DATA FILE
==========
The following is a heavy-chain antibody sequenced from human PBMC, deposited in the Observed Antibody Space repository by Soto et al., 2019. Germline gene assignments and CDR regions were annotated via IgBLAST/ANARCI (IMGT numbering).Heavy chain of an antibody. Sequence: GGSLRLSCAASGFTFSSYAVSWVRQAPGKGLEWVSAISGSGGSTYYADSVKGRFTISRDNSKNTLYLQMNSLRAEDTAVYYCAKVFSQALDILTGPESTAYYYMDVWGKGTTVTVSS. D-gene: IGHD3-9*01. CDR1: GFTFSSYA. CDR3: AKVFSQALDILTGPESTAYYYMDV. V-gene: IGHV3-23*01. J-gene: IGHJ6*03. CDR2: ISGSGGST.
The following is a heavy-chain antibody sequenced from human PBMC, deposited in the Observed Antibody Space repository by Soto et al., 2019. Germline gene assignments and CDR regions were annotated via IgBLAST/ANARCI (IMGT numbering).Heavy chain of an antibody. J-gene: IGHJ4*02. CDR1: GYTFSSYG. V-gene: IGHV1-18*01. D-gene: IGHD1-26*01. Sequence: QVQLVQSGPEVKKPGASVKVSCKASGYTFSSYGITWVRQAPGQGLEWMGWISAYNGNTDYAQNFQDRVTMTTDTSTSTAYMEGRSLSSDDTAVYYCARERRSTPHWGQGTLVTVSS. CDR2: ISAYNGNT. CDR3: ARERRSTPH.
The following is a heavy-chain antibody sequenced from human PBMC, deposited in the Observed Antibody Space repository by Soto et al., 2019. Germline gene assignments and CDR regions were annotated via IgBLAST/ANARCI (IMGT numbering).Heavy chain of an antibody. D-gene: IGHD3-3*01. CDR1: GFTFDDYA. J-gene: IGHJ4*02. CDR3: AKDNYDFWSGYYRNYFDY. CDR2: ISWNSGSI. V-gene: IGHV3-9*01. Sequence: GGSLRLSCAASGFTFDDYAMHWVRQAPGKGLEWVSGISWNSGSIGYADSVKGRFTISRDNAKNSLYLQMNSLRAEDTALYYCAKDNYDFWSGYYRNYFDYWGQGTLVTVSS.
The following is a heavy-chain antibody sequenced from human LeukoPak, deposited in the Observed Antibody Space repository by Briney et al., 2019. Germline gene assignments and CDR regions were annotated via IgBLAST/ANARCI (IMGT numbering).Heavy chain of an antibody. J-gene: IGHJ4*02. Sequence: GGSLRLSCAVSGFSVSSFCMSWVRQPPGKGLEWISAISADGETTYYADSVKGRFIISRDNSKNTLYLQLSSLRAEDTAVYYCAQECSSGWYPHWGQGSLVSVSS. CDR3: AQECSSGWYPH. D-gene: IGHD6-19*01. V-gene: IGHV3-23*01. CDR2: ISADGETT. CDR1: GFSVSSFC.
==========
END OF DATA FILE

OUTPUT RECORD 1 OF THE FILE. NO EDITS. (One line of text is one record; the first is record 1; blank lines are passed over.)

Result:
The following is a heavy-chain antibody sequenced from human PBMC, deposited in the Observed Antibody Space repository by Soto et al., 2019. Germline gene assignments and CDR regions were annotated via IgBLAST/ANARCI (IMGT numbering).Heavy chain of an antibody. Sequence: GGSLRLSCAASGFTFSSYAVSWVRQAPGKGLEWVSAISGSGGSTYYADSVKGRFTISRDNSKNTLYLQMNSLRAEDTAVYYCAKVFSQALDILTGPESTAYYYMDVWGKGTTVTVSS. D-gene: IGHD3-9*01. CDR1: GFTFSSYA. CDR3: AKVFSQALDILTGPESTAYYYMDV. V-gene: IGHV3-23*01. J-gene: IGHJ6*03. CDR2: ISGSGGST.